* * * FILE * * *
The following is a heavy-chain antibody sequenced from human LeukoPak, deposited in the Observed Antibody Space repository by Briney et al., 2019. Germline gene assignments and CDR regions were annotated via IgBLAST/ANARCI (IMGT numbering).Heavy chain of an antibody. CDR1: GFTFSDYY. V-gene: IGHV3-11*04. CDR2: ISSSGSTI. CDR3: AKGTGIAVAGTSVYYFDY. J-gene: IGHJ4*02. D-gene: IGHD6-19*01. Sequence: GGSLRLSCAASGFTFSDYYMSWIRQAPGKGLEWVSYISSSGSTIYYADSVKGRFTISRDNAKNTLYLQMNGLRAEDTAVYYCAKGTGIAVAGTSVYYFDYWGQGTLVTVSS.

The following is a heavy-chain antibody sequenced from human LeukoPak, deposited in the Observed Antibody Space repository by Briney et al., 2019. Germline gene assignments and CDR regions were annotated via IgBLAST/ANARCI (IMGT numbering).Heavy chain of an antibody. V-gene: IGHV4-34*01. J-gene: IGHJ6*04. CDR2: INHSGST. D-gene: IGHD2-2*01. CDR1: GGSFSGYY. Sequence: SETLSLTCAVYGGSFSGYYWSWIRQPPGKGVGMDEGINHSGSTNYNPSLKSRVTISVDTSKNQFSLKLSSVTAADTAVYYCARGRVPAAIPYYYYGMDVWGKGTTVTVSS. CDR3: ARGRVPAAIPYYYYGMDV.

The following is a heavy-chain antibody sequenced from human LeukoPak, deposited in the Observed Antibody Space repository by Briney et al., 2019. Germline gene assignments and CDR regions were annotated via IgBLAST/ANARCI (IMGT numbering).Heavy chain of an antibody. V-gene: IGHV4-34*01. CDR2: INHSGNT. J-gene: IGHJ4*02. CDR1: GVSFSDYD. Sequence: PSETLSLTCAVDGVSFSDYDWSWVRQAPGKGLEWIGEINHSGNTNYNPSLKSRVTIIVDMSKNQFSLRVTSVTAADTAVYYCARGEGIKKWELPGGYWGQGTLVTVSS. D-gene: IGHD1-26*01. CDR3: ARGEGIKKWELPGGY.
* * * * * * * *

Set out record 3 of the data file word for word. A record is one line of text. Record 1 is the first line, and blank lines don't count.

The following is a heavy-chain antibody sequenced from human LeukoPak, deposited in the Observed Antibody Space repository by Briney et al., 2019. Germline gene assignments and CDR regions were annotated via IgBLAST/ANARCI (IMGT numbering).Heavy chain of an antibody. V-gene: IGHV4-34*01. CDR2: INHSGNT. J-gene: IGHJ4*02. CDR1: GVSFSDYD. Sequence: PSETLSLTCAVDGVSFSDYDWSWVRQAPGKGLEWIGEINHSGNTNYNPSLKSRVTIIVDMSKNQFSLRVTSVTAADTAVYYCARGEGIKKWELPGGYWGQGTLVTVSS. D-gene: IGHD1-26*01. CDR3: ARGEGIKKWELPGGY.